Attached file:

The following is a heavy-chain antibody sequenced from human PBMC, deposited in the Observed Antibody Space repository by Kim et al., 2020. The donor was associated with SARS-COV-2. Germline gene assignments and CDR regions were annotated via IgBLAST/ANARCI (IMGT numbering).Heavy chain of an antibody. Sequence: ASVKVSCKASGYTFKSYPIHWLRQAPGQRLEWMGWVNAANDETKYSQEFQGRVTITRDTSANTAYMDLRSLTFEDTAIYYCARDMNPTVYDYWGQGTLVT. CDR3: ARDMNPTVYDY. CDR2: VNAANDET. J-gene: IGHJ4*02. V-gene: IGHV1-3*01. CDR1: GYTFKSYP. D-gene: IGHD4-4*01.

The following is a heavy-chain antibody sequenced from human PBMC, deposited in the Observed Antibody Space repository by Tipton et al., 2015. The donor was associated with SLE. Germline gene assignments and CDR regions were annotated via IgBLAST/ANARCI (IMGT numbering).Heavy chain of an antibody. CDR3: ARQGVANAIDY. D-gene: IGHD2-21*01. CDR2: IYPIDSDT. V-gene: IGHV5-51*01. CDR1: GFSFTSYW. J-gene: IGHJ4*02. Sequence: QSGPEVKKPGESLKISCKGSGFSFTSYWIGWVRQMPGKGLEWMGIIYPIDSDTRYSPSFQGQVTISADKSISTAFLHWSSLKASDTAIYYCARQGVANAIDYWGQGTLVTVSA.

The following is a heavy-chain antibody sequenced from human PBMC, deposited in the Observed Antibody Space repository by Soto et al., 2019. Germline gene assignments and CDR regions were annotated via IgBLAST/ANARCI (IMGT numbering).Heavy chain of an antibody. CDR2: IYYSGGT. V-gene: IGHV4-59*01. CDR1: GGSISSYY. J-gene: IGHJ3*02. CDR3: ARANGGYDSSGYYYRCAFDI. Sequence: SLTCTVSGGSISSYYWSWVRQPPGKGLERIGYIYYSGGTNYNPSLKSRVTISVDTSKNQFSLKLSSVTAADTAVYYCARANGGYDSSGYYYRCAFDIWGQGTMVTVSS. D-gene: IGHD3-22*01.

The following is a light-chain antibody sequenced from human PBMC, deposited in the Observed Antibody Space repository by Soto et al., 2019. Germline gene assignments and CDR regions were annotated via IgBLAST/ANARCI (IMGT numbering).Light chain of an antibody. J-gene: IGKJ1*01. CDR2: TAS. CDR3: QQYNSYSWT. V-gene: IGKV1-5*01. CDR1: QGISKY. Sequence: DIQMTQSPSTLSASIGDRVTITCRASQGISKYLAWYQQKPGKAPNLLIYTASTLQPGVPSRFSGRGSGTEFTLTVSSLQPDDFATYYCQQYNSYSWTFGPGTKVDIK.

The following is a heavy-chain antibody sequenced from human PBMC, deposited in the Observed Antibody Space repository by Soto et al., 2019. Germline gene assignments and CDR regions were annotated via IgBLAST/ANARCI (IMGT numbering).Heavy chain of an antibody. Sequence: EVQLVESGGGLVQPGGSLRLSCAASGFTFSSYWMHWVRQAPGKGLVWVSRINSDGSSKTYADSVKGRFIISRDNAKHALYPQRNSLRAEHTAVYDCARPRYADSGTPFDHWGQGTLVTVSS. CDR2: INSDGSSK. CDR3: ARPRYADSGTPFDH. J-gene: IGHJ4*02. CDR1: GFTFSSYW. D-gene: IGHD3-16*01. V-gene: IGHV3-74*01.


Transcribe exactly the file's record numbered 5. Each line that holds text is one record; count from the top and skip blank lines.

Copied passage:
The following is a heavy-chain antibody sequenced from human PBMC, deposited in the Observed Antibody Space repository by Soto et al., 2019. Germline gene assignments and CDR regions were annotated via IgBLAST/ANARCI (IMGT numbering).Heavy chain of an antibody. Sequence: EVQLVESGGGLVQPGGSLRLSCAASGFTFSSYWMHWVRQAPGKGLVWVSRINSDGSSKTYADSVKGRFIISRDNAKHALYPQRNSLRAEHTAVYDCARPRYADSGTPFDHWGQGTLVTVSS. CDR2: INSDGSSK. CDR3: ARPRYADSGTPFDH. J-gene: IGHJ4*02. CDR1: GFTFSSYW. D-gene: IGHD3-16*01. V-gene: IGHV3-74*01.